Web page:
The blurbs on the book's cover tout the volume as `the bible of authentic Italian cooking'. I believe this can mislead some buyers in thinking that the book is devoted exclusively to Italian techniques or that the book has the very best and most definitive demonstrations of Italian cooking techniques. It would be much more accurate to compare this to either `The Joy of Cooking' or `James Beard's American Cookery' in that its emphasis is more on completeness rather than depth or excellence in pedagogical presentation. At 2000 recipes, this volume easily trumps some recent big Italian cookbooks, such as Michele Scicolone's `1000 Italian Recipes' or Mario Batali's `Molto Italiano'. If broad range is what you want, this is exactly the book for you.
What it does not have is any but the slimmest anecdotal information on regionality of dishes or exceptionally well explained techniques for such mysteries as fresh pasta making, bread baking, sausage making, or homemade mozzarella. You may also be surprised to find a large selection of terms and recipes from French, Spanish, Middle Eastern, Russian, and Japanese cuisines. This is all in keeping with a book devoted to be a reference for Italian home cooking. Italian bourgeois amateur cooks, it seems, are just as likely to use the French name for many dishes such as souffle or crepe as the Italian name. This belies the statement I read recently that it is only in America where one finds the fascination with world cuisines, as if all Italians spent all their time eating just the foods of their local province.
The introduction to this volume states that in the course of translating the book, care was taken to convert names of ingredients to designate provisions familiar to the American home. Unfortunately, they were not entirely successful in doing this, as I found multiple references to `Caesar mushrooms' with no explanation of what species of mushroom may be similar in the American megamart. What's doubly odd is that according to `Larousse Gastronomique', Caesar's mushroom is rare today and remarkably similar to a poisonous variety of mushroom. I also found the recipe directions still relatively sparse in detail and not entirely up to date to the latest in American culinary technique. One example is that for the recipe for veal saltimbocca, it calls for salting the meat after the saute. Modern practice recommends salting meat before sauteeing. Similarly, the recipes for fresh pasta or pizza dough are just a bit terse, with no good tips on the finer points of various equipment for kneading, rolling out, and cutting fresh pasta.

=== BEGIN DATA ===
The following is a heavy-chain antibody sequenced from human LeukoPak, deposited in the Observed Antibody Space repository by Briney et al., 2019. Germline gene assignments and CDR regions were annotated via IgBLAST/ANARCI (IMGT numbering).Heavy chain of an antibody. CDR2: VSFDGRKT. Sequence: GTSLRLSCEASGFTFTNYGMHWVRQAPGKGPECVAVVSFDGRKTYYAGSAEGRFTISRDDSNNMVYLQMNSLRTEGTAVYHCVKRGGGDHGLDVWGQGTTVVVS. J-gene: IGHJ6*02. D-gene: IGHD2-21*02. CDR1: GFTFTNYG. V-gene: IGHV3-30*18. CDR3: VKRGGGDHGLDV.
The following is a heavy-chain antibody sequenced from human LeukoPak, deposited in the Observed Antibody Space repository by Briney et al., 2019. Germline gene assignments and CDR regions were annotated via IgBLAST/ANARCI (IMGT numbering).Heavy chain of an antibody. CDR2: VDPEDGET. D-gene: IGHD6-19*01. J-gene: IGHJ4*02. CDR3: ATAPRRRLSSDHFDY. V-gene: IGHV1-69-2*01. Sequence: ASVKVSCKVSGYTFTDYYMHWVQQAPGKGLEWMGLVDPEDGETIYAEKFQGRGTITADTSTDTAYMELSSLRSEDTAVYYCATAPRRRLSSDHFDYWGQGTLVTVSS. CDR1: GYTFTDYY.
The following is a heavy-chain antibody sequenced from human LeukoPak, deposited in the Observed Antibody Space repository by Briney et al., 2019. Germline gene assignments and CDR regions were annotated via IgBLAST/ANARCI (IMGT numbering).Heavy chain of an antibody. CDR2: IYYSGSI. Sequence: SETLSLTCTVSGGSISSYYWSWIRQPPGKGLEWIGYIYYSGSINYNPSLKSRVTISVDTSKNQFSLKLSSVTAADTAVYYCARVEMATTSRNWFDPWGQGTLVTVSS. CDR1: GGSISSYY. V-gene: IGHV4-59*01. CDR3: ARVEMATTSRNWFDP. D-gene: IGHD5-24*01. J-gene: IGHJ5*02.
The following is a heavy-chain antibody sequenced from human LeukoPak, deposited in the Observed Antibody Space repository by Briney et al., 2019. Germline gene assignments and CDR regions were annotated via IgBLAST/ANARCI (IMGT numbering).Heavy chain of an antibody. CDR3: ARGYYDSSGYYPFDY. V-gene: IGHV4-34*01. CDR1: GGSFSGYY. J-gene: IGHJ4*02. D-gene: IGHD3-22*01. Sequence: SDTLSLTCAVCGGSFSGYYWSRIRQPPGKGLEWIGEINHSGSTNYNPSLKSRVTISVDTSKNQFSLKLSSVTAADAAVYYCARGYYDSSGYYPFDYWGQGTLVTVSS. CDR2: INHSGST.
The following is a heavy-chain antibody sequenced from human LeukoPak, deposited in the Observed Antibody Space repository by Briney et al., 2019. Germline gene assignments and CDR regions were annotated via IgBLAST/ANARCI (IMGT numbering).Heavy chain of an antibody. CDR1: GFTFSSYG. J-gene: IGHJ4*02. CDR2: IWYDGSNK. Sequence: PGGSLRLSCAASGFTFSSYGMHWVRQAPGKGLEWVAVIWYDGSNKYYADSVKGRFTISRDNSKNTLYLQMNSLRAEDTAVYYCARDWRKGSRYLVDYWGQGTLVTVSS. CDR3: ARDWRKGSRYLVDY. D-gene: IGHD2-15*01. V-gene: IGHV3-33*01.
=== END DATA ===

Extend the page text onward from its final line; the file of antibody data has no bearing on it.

All this means is that this is not necessarily a good first book on Italian cooking. Marcella Hazan's books, especially `Marcella Cucina', are far better introductions to classic Italian technique, with Carol Field's `The Italian Baker' being a far superior introduction to Italian breads. But that doesn't say there is not a whole lot to like about this book, whose great strength lies in the great number of variations it gives on common dishes and the coverage it gives to dishes which many Italian cookbooks don't even bother to mention.
This book includes several great chapters on subjects that are almost entirely ignored by modern cookbook writers and Food Network faves. Anyone who has dabbled in Italian cuisine knows a little about timbales, mostly as a dish that is very complicated and done only for major celebrations. All treatments of the dish I have seen up to now reinforce this notion. It was featured as a celebratory dish in Stanley Tucci's movie `Big Night' and as a `tour de force' recipe in an episode of `Mario Eats Italy'. The best recipes I have seen for it are in excellent books on regional cooking and are all very long. This book gives us a whole chapter on timbales with twelve (12) recipes, none of which take more than one page. Another `lost' culinary subject is covered in the chapter on eggs. You expect and get lots of frittata recipes, but you also get ten recipes for shirred (baked) eggs plus recipes for eggs en cocotte, medium cooked eggs, and hard cooked eggs. And, while frittatas are a darling of the Food Network set, I have never seen them do a filled frittata or a frittata cake. You get them here!